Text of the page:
As the saying goes, “If you fail to plan, then you plan to fail.” Every aspiring business owner knows that the first step in setting up a successful business venture is a sound business plan. The business plan lays down the foundation for the company, from the mission statement to the financial projections. It is essentially the blue print for what the hope for success is built upon. When it comes to our own personal fitness however, most of us plan to fail because there was never a real “plan” to put in motion and follow.
Adopting the concept of a business plan to your own personal exercise program is not a radical idea. In fact, a Wharton School grad turned fitness trainer applied his keen business sense to the realm of fitness. In his #1 New York Times best-selling book, The Business Plan for the Body, Jim Karas takes a satirical, yet very fundamental approach to helping the reader understand that taking care of the body is very much like running a Fortune 500 company. It begins with a plan and that plan is what guides you to success. Fall off the plan and you will most certainly struggle. Even with a business plan in place, some companies still struggle and eventually fold. So how do you keep a business plan for the body that works and does not lead to foreclosure? Take proactive steps now and develop a plan to stay ahead of the competition.
It is estimated that 75 percent of U.S. companies offer some kind of health promotion program, yet 129 million people in today’s workforce are labeled as obese. If health and fitness were our business, we would be operating in the red! With the rising cost of health care, you as an individual or as an employer should be concerned. The problem can easily be turned around by getting yourself and your employees to buy into the concept of health and fitness, much like the aspiring entrepreneur who must convince investors to buy into a vision of success. Here’s a look at some of the benefits exercise can bring to you and your organization:
- Increased productivity at work
- Decreased days missed from work
- Decreased anxiety and stress levels
- Improved attention and concentration
- Improved team morale and self esteem
- Overall decreased health care fees
As a business owner, you need to ask yourself, “Would my company benefit from increased work productivity, decreased days lost from work, lower levels of stress and improved morale?” Absolutely! The challenge is where to begin. Much liking asking the bank for a small business loan, getting people to buy into the notion of fitness is not always very easy. After all, it involves an investment of time, money, energy, and most of all it requires change. Everyone knows they have to do it, but the statistics have something else to say. The return on the investment however, is worth its weight in gold. So let’s take a look at how can you develop a successful business plan for your body and your employees?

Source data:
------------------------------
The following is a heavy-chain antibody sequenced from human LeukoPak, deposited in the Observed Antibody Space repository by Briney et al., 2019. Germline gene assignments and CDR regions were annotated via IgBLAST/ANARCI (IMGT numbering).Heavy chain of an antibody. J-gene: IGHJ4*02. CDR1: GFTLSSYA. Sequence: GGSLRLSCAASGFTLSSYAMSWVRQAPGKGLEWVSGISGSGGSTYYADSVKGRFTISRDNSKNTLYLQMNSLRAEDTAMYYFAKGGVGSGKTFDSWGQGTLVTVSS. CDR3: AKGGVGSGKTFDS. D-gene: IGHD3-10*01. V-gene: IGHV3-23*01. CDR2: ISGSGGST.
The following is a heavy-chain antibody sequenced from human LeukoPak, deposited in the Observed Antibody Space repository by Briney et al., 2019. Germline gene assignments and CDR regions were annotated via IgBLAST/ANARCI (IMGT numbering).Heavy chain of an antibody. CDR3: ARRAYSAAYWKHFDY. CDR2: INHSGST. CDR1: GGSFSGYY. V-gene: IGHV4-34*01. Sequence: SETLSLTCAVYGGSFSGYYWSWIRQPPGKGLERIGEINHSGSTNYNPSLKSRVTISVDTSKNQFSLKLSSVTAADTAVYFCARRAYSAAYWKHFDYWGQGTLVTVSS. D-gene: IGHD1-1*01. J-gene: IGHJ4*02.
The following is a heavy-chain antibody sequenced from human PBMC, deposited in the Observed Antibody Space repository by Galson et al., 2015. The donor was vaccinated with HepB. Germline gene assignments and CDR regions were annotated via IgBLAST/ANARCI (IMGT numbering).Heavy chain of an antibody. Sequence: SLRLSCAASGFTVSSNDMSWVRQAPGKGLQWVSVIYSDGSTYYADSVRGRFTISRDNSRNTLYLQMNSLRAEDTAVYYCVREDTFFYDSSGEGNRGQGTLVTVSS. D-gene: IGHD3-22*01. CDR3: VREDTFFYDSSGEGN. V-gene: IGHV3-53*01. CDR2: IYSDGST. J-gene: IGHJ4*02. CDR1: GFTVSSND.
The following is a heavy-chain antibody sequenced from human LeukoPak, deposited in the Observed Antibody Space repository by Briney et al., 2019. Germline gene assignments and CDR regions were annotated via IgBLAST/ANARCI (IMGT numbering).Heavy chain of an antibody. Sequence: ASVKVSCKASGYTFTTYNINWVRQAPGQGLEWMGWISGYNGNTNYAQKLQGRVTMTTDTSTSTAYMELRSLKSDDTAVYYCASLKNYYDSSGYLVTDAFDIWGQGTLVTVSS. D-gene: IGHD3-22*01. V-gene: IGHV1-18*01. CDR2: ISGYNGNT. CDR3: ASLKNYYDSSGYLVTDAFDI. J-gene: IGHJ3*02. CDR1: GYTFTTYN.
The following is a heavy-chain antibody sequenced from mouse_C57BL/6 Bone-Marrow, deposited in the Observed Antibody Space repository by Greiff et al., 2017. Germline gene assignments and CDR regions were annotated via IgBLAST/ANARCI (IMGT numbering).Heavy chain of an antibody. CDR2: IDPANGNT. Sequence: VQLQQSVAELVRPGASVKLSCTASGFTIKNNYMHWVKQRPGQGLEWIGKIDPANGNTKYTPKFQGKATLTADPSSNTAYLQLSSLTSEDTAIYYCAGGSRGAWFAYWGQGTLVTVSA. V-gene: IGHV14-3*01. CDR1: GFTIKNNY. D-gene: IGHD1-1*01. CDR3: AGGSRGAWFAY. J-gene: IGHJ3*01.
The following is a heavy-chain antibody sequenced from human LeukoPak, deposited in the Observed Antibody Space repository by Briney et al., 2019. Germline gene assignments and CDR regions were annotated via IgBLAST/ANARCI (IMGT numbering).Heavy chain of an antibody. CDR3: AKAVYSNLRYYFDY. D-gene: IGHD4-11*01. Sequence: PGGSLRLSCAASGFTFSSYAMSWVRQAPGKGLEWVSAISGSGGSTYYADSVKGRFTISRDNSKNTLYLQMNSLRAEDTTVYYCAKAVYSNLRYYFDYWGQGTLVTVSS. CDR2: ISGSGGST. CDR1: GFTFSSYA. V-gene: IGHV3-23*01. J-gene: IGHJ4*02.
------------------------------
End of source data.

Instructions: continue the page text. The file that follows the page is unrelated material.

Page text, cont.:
- Create a mission statement. What type of business (fitness/wellness) are you going to create? Are you looking for a temporary quick fix (doomed venture) or are you working on a lifestyle change (imminent success)? It is vital that your intentions are clearly stated so that when the going gets tough, quick reference can be made to this to keep you on the straight and arrow.
- Develop a business plan. How are you going to go about your business? Are you going to join a health club? Work with a personal trainer? Is this a sole proprietorship (alone) or a corporation (group effort)? Research has repeatedly shown that working with others is a guaranteed path to success and growth.
- Scout the competition. What are those who you deem as successful doing? What kinds of incentives/ benefits are being offered to their employees?
- Go public with your business (IPO). Let everyone know your intentions and how investing in a health / fitness mindset is time and money well spent. The more people who are aware of your venture, the greater the return on your investment. In addition, the more people that are aware of your venture, the less likely the chance of falling off the wagon.
- Identify the Management Team. Who’s the ring leader? Who or whom will make sure that this venture develops, grows, and endures? It is important that the right people are selected for this role. Otherwise, the ship goes down and you with it.
- The financials. What is feasible, realistic, and attainable? Crunch the numbers (money, time, etc.) and make it work for you. If the success of your business (fitness / wellness) is important enough to you, nothing should stand in your path. Where there is a will, there is a way.
Just like starting a new business, there is a level of uncertainty and nervousness with starting an exercise program. Thoughts of “I’ve done this before” and “Exercise just isn’t my thing” always seem to creep up. But if you continue to be a bystander and watch the train go by, then all you can do is dream about success.
Featured in June 2004 Issue of 422 Business Advisor